Boris and The Boffins were back – and the trio had some new material!

HENRY DEEDES: Boris Johnson and the Boffins were back — and the trio had some new material!

The old band was back together. Boris And The Boffins finally reunited yesterday, their month-long absence from the stage not the result of creative differences but a killer disease which left their charismatic front man struggling to fend off that great gig in the sky.

Back at last in their favourite Downing Street rehearsal room, the Prime Minister, flanked by his Chief Scientific Adviser Sir Patrick Vallance and Chief Medical Officer Sir Chris Whitty, swayed gently at his lectern.

A touch wearier since we last saw them, yes, but almost certainly a little wiser too.

‘Welcome,’ said Boris, giving his notes an exaggerated shuffle. ‘I’m sorry not to have been with this trio for so long.’

At last, we got to hear a sample of some new material. ‘We are past the peak of this disease,’ the PM declared defiantly. ‘We’re past the peak and we are on the downward slope. There are many reasons to be hopeful.’

Britain’s Prime Minister was back on the podium for the government’s daily coronavirus briefing after being absent having caught the virus, and appeared breathless as he spoke

He promised next week to draw up a comprehensive plan of how to lead Britain out of the lockdown. But anyone looking for a ground-breaking new sound was left disappointed. The combo’s afternoon set list was otherwise all too familiar.

All the old hits were there: ‘Stay the course… Your sacrifice is working… Keep going!’ The lockdown, the PM made clear, was going nowhere for now.

Considering the coronacoaster he’s been on these past weeks, the PM managed to appear relatively chipper.

Desperate though the toll was – we’re on course to have the most deaths in Europe – he was determined to convince us there was an open hatch at the end of his route out of this.

‘We have come under what could have been a vast peak, as though we have been going through some huge alpine tunnel,’ he said, ‘We can now see the sunlight and the pasture ahead of us.’ He insisted the UK would beat this disease ‘with our resolve and ingenuity’.

We were shown a little film full of blips and blurps and little red and blue dots explaining why the lockdown would not be lifted.

Every expense had been spared on the video’s creation. By the looks it, it had been cobbled together on one of those 1980s Commodore computers that could play Space Invaders but little else.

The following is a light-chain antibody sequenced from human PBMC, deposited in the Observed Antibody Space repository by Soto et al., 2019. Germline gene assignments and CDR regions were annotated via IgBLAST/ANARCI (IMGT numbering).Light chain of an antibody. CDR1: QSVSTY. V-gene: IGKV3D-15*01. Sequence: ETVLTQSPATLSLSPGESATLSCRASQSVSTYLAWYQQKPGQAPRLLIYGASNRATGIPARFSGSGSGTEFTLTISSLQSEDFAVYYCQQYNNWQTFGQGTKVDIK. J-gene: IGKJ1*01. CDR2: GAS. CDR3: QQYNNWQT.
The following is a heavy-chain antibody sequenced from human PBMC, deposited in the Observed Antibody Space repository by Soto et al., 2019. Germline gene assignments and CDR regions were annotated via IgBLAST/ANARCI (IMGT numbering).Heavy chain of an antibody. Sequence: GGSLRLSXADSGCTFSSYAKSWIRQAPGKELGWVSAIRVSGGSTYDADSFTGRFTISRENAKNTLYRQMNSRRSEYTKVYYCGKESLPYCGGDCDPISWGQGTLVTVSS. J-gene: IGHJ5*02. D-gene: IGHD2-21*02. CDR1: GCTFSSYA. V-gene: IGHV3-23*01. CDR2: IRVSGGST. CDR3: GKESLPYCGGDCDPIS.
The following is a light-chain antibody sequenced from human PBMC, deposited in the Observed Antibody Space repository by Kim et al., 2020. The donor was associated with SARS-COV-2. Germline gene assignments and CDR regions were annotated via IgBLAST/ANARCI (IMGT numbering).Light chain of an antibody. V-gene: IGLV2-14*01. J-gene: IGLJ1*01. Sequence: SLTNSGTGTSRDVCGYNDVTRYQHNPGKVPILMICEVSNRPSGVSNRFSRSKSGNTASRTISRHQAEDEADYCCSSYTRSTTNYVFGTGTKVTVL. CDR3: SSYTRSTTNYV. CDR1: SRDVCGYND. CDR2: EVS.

Chief Scientific Adviser Sir Patrick Vallance, pictured, joined Prime Minister Boris Johnson for the coronavirus briefing on April 30 in Downing Street and shared the latest virus data

The media performed their usual intermission act. Surprisingly no one asked about the new Johnson baby. Pity. We could have done with some light relief amid the gloom.

Not the appropriate time perhaps.

ITV’s Robert Peston asked whether the crisis would herald a new age of austerity. Boris insisted the economy would bounce back strongly and gave Peston a light rollocking for using the word austerity.

There was an interesting moment when someone asked about face masks. Boris thought they would be useful when the lockdown was finally eased and people needed to find the confidence to go back to work. As far as I know, this is the first time he’s acknowledged this.

Chief Medical Officer Sir Chris Whitty joined Johnson and Vallance on Thursday, over a month after the trio made their first appearance at the government’s first daily coronavirus briefing

Whitty got quite animated, which is to say his left eyebrow half twitched, when someone asked what lessons had been learned. ‘Let’s not go charging in who’s won and who’s lost in this,’ he said sternly.

When this unlikely three-piece first appeared together in this very spot in March – seems almost a year ago now – Boris kept getting his two bandmates confused (‘Chris, no! Patrick,’ he would yell with an awkward ruffle of the hair.) Now they were almost finishing each other’s sentences.

Who knows, perhaps one of them might end up godfather to No10’s new arrival. Suspect the little one would do rather better out of Sir Patrick come Christmas time. He looks the sort who’d fork out on a case of vintage port as a Christening gift. Whitty would probably offer to name some new bacterium after the little fella.

Eventually, at 5.52pm the boys downed their instruments and trudged off stage. No bow, no encores. Not so much as a sweaty wave goodnight.

There’ll be plenty of time for those when they’re able to produce some different tunes.

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